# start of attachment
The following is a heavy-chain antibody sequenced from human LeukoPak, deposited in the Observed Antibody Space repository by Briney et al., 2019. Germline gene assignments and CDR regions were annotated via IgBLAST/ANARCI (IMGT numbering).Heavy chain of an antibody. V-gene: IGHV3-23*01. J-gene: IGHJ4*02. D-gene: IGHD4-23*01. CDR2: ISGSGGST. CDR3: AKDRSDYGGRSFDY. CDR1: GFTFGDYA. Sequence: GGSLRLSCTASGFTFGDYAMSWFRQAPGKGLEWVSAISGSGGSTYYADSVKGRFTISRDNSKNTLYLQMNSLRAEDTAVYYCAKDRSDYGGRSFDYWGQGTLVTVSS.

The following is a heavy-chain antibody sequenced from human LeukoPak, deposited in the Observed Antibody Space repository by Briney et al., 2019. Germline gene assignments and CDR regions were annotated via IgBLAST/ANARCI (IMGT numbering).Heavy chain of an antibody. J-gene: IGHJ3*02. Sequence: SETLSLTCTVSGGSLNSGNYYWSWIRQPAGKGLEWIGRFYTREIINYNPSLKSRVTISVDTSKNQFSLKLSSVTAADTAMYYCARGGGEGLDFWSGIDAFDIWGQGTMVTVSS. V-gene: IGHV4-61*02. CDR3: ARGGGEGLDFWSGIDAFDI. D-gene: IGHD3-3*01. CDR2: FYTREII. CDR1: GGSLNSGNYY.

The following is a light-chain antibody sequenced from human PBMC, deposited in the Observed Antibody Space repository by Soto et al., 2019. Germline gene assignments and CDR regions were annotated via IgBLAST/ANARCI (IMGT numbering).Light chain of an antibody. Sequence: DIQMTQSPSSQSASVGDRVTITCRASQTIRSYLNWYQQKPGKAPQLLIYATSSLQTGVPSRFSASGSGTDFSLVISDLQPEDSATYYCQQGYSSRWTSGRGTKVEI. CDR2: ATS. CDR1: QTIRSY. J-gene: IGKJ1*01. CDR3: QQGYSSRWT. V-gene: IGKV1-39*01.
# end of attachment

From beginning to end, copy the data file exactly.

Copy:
The following is a heavy-chain antibody sequenced from human LeukoPak, deposited in the Observed Antibody Space repository by Briney et al., 2019. Germline gene assignments and CDR regions were annotated via IgBLAST/ANARCI (IMGT numbering).Heavy chain of an antibody. V-gene: IGHV3-23*01. J-gene: IGHJ4*02. D-gene: IGHD4-23*01. CDR2: ISGSGGST. CDR3: AKDRSDYGGRSFDY. CDR1: GFTFGDYA. Sequence: GGSLRLSCTASGFTFGDYAMSWFRQAPGKGLEWVSAISGSGGSTYYADSVKGRFTISRDNSKNTLYLQMNSLRAEDTAVYYCAKDRSDYGGRSFDYWGQGTLVTVSS.

The following is a heavy-chain antibody sequenced from human LeukoPak, deposited in the Observed Antibody Space repository by Briney et al., 2019. Germline gene assignments and CDR regions were annotated via IgBLAST/ANARCI (IMGT numbering).Heavy chain of an antibody. J-gene: IGHJ3*02. Sequence: SETLSLTCTVSGGSLNSGNYYWSWIRQPAGKGLEWIGRFYTREIINYNPSLKSRVTISVDTSKNQFSLKLSSVTAADTAMYYCARGGGEGLDFWSGIDAFDIWGQGTMVTVSS. V-gene: IGHV4-61*02. CDR3: ARGGGEGLDFWSGIDAFDI. D-gene: IGHD3-3*01. CDR2: FYTREII. CDR1: GGSLNSGNYY.

The following is a light-chain antibody sequenced from human PBMC, deposited in the Observed Antibody Space repository by Soto et al., 2019. Germline gene assignments and CDR regions were annotated via IgBLAST/ANARCI (IMGT numbering).Light chain of an antibody. Sequence: DIQMTQSPSSQSASVGDRVTITCRASQTIRSYLNWYQQKPGKAPQLLIYATSSLQTGVPSRFSASGSGTDFSLVISDLQPEDSATYYCQQGYSSRWTSGRGTKVEI. CDR2: ATS. CDR1: QTIRSY. J-gene: IGKJ1*01. CDR3: QQGYSSRWT. V-gene: IGKV1-39*01.